Traversing These Never-Ending Gulfs of Fear and Silence – One Man’s Struggle Growing Up with Obsessive Compulsive Disorder Is the Subject of Evan Wechman’s ‘Family Illness’

NEW YORK, May 18, 2021 /PRNewswire/ — Journalist Evan Wechman ( announced the publication of “Family Illness,” a new novel chronicling the life of Steve Goldberg, a young Jewish man whose moving and poignant battle with obsessive-compulsive disorder (OCD) is based on Wechman’s own lived experience. Like so many, Steve and his family fight to understand and contain the chaotic monster of OCD: a nearly uncontrollable mental force that tortures its victims with ceaseless repeated thoughts and fears. “Family Illness” is available directly through Austin Macauley Publishers™ or via Amazon.

“Living with a mental illness is essentially being trapped inside your own mind,” said Wechman. “We traditionally see OCD victims depicted as someone who’s a germaphobe, constantly washing their hands and obsessed with cleanliness. That can be a part of it, but the real question should be: why is someone engaging in this behavior? ‘Obsessed’ is a word we often take for granted and is misused. Obsession isn’t eating your favorite ice cream too often, or following your favorite musician’s career. Real obsession isn’t enjoyable. It’s rigid and limiting and painful – a central feature of OCD. A lonely mental prison with bars of thought.”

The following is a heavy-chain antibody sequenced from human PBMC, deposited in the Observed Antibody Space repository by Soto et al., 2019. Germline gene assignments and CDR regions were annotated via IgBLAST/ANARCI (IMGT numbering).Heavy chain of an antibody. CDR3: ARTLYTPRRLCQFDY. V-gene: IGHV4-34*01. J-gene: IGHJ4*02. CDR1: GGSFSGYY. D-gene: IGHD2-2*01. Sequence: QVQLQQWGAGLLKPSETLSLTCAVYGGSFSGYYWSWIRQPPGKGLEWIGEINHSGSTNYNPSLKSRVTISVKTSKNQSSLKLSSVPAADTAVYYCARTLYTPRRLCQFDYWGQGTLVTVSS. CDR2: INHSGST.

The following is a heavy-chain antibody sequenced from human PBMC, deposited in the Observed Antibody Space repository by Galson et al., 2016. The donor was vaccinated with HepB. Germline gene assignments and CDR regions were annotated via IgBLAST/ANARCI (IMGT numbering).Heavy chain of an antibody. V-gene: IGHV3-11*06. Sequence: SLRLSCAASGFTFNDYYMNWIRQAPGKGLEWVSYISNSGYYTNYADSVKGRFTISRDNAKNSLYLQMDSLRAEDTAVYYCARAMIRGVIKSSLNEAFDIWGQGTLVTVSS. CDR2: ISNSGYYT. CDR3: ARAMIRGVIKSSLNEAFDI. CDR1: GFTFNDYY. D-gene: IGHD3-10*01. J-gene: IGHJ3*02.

“These repeated thoughts are insidious, driving people toward irrational and sometimes dangerous behaviors,” Wechman explained. “And these behaviors can drive away those we love the most. OCD can bring a tormented existence that is as difficult to control as it is to explain to another. That is exactly Steve’s journey in this book. It’s where he is mentally, for a large portion of his life, and I wanted people to see that living with mental illness often means living alone. It means fearing the exhaustion that your illness eventually brings to those you love. So isolation becomes the worst part of it, leaving you wondering if anyone will ever understand you or what you’re going through. Because no one can recover alone.”

For more information on OCD, “Family Illness,” or Wechman’s other projects, visit him online at

About Evan Wechman

Author, journalist, and professional speaker, Evan Wechman often addresses political and cultural topics in his work, including obsessive compulsive disorder and other mental health issues. Evan grew up suffering in silence from the damaging effects of OCD, but taught himself how to fight back and thrive. Now he works to help erase the stigma of living with mental illness in a society that is often unprepared or unwilling to acknowledge the problem.

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